Summary of: Mühler, R., Rahne, T., & Verhey, J. L. (2013). Auditory brainstem responses to broad-band chirps: amplitude growth functions in sedated and anaesthetised infants. International journal of pediatric otorhinolaryngology, 77(1), 49–53. https://doi.org/10.1016/j.ijporl.2012.09.028
Auditory brainstem responses (ABR) are useful for evaluating the hearing status of infants that fail newborn hearing screenings or develop a postnatal hearing pathology. The quality of ABR recordings are largely dependent upon individual electroencephalogram (EEG) amplitude and state of arousal, and thus motivates obtaining ABR recordings under natural sleep, sedation or general anaesthesia. One way to reduce the contribution of high EEG levels upon the quality of ABR recordings is to obtain a more robust evoked response, which the CE-Chirp has shown promise. The present study analyzes the amplitude and amplitude growth function of CE-Chirp evoked ABRs retrospectively from 46 infants for comparison against the comparable literature data for adults and to click-evoked ABRs for infants. In addition, the effects of maturation on CE-chirp evoked ABR between 1 and 48 months of age is evaluated. Results show that CE-Chirp evoked ABR amplitudes for two groups of infants separated according to a criterion of 18 month of age are larger relative to responses reported in the literature for click-evoked ABRs from young infants. The CE-Chirp evoked ABRs are not substantially smaller for the older infants than those reported for adults; however, the CE-Chirp evoked ABR amplitudes are smaller for younger infants relative to their older infant and adult counterparts. The results suggest that use of the CE-Chirp evoked ABR improves the chance of overcoming the adverse effects of high EEG noise in ABR recordings and hence, stands to reduce recording time in young infants.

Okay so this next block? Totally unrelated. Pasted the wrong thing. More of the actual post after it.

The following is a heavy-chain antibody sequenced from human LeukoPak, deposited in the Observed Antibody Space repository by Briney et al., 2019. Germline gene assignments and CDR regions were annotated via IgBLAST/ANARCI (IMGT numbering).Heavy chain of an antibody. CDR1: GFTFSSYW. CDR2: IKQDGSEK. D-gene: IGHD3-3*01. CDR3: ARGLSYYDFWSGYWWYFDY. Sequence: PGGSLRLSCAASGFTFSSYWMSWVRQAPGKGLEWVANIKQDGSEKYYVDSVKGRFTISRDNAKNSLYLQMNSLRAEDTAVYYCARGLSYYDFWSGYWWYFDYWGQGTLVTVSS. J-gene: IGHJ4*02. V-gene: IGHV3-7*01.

Related course: An Introduction to the CE-Chirp®